During the race when Stinson-bound for the second time I met Roy barreling back down Cardiac towards home, and having seen the leader pass just a minute or two before looking like he was struggling, I yelled to Roy, “the first guy's only a minute ahead and fading, you can take him!” - which is just what he did. The moral: “fast and steady wins the race”. (Roy confessed that he wasn't in quite as much control as I made him out to be, but he'd still take the good press). His PR was even more outstanding because by general consensus the 2005 course is 3-6 minutes longer than that of previous years, due to the addition of the little trail at the top of the third flight of stairs as well as the re-routing of the Dipsea trail around the Lone Tree section. Now, if he could only break four hours at age 50 that would really cement his name in the record books. Roy says, "yeah, but what about Carl Anderson?" I said, "don't worry about Carl, Roy - he's getting old." (Roy agreed, and took my advice to dust off his copy of Oscar Wilde's The Picture of Dorian Gray. He was last seen wandering around internally conflicted, mumbling from the book: "If only it was the picture who was to grow old, and I remain young. There's nothing in the world I wouldn't give for that. Yes, I would give even my soul for it" (Gray), and, "If I could get back my youth, I'd do anything in the world except get up early, take exercise or be respectable" (Henry Wotton). Ah, such is the burdensome dilemma for those at the top!)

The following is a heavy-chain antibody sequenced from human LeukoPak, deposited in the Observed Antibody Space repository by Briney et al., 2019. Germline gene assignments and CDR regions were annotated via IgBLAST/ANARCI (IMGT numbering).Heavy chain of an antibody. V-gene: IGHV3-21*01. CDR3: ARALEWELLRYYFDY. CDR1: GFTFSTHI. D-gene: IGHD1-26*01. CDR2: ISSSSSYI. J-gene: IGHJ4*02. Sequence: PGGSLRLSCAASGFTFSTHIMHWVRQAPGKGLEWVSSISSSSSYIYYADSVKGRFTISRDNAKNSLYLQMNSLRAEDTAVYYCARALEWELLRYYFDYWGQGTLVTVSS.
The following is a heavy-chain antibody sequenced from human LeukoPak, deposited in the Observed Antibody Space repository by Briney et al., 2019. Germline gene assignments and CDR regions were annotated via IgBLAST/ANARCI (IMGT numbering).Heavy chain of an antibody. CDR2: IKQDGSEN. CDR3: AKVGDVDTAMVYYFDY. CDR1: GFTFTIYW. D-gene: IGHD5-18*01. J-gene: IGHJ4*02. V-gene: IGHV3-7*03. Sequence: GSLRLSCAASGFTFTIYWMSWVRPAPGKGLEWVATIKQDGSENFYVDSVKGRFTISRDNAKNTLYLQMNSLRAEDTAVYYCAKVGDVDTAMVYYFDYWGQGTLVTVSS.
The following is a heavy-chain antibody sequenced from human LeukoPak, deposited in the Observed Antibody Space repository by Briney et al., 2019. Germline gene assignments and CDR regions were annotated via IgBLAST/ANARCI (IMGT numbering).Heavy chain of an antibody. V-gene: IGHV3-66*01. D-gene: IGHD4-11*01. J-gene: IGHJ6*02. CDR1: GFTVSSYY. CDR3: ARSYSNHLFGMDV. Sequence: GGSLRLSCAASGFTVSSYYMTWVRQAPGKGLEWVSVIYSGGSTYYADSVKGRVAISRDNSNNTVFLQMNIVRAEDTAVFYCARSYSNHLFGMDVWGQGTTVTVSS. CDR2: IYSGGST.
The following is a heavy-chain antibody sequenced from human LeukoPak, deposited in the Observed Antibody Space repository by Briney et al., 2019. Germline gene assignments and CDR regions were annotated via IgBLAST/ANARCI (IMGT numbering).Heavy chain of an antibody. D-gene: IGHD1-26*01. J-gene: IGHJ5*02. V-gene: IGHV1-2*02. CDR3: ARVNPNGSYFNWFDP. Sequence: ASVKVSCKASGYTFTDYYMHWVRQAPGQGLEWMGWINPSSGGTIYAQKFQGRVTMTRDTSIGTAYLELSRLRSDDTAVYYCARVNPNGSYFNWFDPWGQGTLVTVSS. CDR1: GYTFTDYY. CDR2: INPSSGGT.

In fourth place, back in top form (and showing he has finally overcome the rigours and demands, as well as rights and privileges, of the first years of married life) was Greg Nacco, Tamalpa’s best pacer of all, running 67-66-65-67 for an excellent 4:25, a forty minute improvement over 2004. A few years back he gave us all a lesson by clocking an uncanny 63-63-63-63! Now THAT'S really how this thing is supposed to be done.
     A mind-blowing accomplishment farther back in the pack was turned in by Sergio Silva, who seems to have decided over the past two years that he enjoys running every race at his Western States pace. I find this performance almost unbelievable: 104-106-106-105 ! One must be in a veritable trance to metronomically go on like that for so long. I would have probably forgot what I was doing and ended up lost somewhere on the southern flanks of Mt. Tam.
     Even-pacing requires a reasonably accurate estimate of ones capabilities, in order to determine an approximate finishing time in advance. Most importantly, it requires the courage to let ones competitors go on ahead without succumbing to an early chase. To aid one in this I recommend repeating the following divinely inspired jingle, courtesy of the Dave Clark 5: "Can't you see that she's mine, I'm gonna reel 'em in my own good time; no matter what the people may say, or try to do. Don't you know I love it so, when they lose their heads and go, go , go; and if they stay that way, you know I'm gonna waste 'em all, too... dat da dat da." (Be careful using this - since it came to me several days ago I can't get it out of my friggin' head! It does seems to have a remarkably good rhythm for running).
    By the way, I must correct an omission in the December Tamalpa Gazette results by affirming that I did in fact run the Quad, placing 64th (1st for 55-59), in 5:47. This type of snafu occurs if you forget to write “Tamalpa” on your race application, thus becoming invisible to the gazette’s radar. Don’t forget that if you expect to retain any bragging rights in the future!